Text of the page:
This is the community mental health program which assists First Nation communities to develop community-based approaches to mental health crisis management. Mental health and crisis intervention activities include assessments, counselling services, referrals for treatment and follow-up treatment, aftercare and rehabilitation to individuals and communities in crisis. This does not include therapy. Other enabling activities are providing peer support groups and services; culturally sensitive accredited training on crisis management; intervention; trauma and suicide prevention for community members and care givers.
Program Coordinator – Annette Peters 204-252-2553
Community Based Drinking Water Testing (CBDW) – Provides training and education material to community based drinking water quality monitors and provides drinking water quality testing. Sample water testing is submitted to First Nation and Inuit Health for results and feedback.
Program Lead – Health Director
Home and Community Care
Home and Community Care is a coordinated system of home and community based health care services that enable First Nations of all ages and disabilities, chronic or acute illnesses and the elderly to receive the care they need in their homes and communities. The elements are: 1) structured client assessment, 2) managed care, 3) home care nursing services, 4) home support services, 5) provision or access to in-home respite care, 6) access to medical equipment and supplies, 7) information and data collection, 8) management and supervision, 9) established linkages with other services.
Program Coordinator – Denise Hobson LPN 204-252-2369
Maternal Child Health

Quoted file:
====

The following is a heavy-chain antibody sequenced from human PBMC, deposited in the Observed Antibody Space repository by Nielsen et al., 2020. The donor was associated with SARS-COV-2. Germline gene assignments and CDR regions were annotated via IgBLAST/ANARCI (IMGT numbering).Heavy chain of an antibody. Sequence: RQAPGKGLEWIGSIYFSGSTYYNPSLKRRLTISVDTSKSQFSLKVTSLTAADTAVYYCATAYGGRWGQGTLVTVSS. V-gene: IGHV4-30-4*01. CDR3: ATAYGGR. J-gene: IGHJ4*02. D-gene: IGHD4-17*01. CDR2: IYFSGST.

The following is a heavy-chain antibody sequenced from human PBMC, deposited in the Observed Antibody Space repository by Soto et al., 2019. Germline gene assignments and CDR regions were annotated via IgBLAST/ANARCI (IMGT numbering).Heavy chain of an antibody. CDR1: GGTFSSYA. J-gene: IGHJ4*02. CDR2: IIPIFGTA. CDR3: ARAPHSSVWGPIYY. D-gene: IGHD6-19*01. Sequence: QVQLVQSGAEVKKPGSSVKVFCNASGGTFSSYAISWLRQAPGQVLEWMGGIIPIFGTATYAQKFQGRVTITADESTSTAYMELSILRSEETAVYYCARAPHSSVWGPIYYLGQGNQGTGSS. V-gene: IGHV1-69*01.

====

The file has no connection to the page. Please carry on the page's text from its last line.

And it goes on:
The long term goal of the MCH program is to support pregnant First Nations women and families with infants and young children, who live on-reserve, to reach their fullest development and lifetime potential. The MCH program aims for contact with all pregnant women and new parents, with long term home visiting for those families who require additional supports.
Program Coordinator – Maureen Sinclair LPN 204-252-2553
National Native Alcohol and Drug Abuse Program
Prevention strategies conducted by the program provide culturally appropriate programming to educate and create awareness about addictions and addictions-free lifestyles. Intervention strategies provide assessments and referrals to treatment centres and the preparation of clients for entry into residential treatment, or other rehabilitation treatment programs.
Program Lead – Leona Meeches 204-252-2369
Non- Insured Health Benefits
This program provides a limited range of medically necessary health-related goods and services for First Nations living on-reserve not provided through private insurance plans, provincial/territorial health or social programs or other publicly funded programs. These include drugs, dental care, vision care, medical supplies and equipment, mental health services, medical transportation to access medical services not available on reserve or in the community of residence. Off –reserve members access the regional office for services.
Long Plain Health Services
Portage la Prairie, MB